Pregnancy and childbirth can have a lasting effect on pelvic floor muscles in women. It is therefore important to look after these muscles during this important time.

The pelvic floor is a broad sling of muscles, ligaments and sheet-like tissues that stretch from thepubic bone at the front of the body, to the base of the spine at the back.The pelvic floor supports the bladder, bowel, and uterus (womb), and helps control the bladder and bowel and maintains continence.

Being pregnant can place a lot of stress on these pelvic floor muscles, which can lead to weakness even before the baby is born. The pelvic floor can become weak and stretched from as early as 12 weeks into pregnancy. Constipation is also common in pregnancy and can put even more strain on the pelvic floor.

Leakingof urine on cough, sneeze or exercise (stress incontinence) can happen ifyou have a weak pelvic floor. A weak pelvic floor can also cause a heavy, dragging sensation due to the bowel, bladder and womb not being well supported.Also, having a weak pelvic floor makes it harder to squeeze the muscles and sphincters of the bladder and bowel to prevent leaking of urine or faeces.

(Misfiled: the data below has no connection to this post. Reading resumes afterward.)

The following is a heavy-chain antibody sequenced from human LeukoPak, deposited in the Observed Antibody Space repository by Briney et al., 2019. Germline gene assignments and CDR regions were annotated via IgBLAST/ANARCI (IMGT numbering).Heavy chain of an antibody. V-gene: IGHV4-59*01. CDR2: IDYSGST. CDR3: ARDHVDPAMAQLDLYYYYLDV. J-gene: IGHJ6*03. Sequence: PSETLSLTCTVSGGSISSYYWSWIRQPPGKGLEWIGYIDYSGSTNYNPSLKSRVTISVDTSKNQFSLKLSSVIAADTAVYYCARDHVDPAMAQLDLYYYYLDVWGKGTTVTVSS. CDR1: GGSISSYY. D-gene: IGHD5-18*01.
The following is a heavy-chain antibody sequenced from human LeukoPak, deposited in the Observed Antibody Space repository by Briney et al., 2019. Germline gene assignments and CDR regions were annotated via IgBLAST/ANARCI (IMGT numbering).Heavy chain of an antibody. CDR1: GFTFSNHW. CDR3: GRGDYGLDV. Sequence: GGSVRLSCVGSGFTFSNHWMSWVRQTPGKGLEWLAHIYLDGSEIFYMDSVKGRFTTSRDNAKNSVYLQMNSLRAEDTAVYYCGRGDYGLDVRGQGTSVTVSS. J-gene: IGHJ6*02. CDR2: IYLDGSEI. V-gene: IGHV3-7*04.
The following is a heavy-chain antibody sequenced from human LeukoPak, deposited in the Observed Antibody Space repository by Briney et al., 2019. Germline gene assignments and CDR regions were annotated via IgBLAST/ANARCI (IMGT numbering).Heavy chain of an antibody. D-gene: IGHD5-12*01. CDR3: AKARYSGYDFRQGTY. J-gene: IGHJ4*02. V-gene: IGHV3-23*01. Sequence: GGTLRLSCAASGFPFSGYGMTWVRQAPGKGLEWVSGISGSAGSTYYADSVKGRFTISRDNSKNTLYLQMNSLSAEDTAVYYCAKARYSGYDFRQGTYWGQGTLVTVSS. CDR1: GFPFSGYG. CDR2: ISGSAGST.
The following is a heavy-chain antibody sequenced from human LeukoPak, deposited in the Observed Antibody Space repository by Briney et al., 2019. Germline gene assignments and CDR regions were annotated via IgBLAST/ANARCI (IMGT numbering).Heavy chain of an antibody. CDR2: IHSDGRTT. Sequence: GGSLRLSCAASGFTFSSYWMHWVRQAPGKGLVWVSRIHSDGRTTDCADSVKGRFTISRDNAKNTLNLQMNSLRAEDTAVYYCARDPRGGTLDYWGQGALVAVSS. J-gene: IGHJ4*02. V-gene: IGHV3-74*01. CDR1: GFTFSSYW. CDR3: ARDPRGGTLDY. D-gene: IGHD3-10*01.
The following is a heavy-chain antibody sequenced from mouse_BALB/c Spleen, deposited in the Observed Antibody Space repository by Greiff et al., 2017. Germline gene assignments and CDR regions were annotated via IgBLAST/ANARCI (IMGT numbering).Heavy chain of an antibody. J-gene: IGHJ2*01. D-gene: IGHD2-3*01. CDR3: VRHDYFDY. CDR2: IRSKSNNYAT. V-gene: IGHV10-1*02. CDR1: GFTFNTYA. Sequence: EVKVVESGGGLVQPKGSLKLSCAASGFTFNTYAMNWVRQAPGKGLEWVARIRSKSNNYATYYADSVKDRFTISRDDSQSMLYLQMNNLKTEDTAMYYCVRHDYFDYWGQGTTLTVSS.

Regular pelvic floor exercises can help to protect from leaking urine during pregnancy and after childbirth. It may also help to prevent a prolapse. It is important to keep the pelvic floor muscles strong for rest of the life, as hormonal changes after the menopause can make pelvic floor problems more likely. Weak muscles can cause the uterus, bowel or bladder to sag down and push against the walls of the vagina (prolapse). Doing just a few pelvic floor exercises every day can help to treat bladder weakness or prolapse symptoms, and will also help to prevent problems later on.

Consult an urogynaecologist for problems relating to the pelvic floor and bladder or bowel control following delivery.

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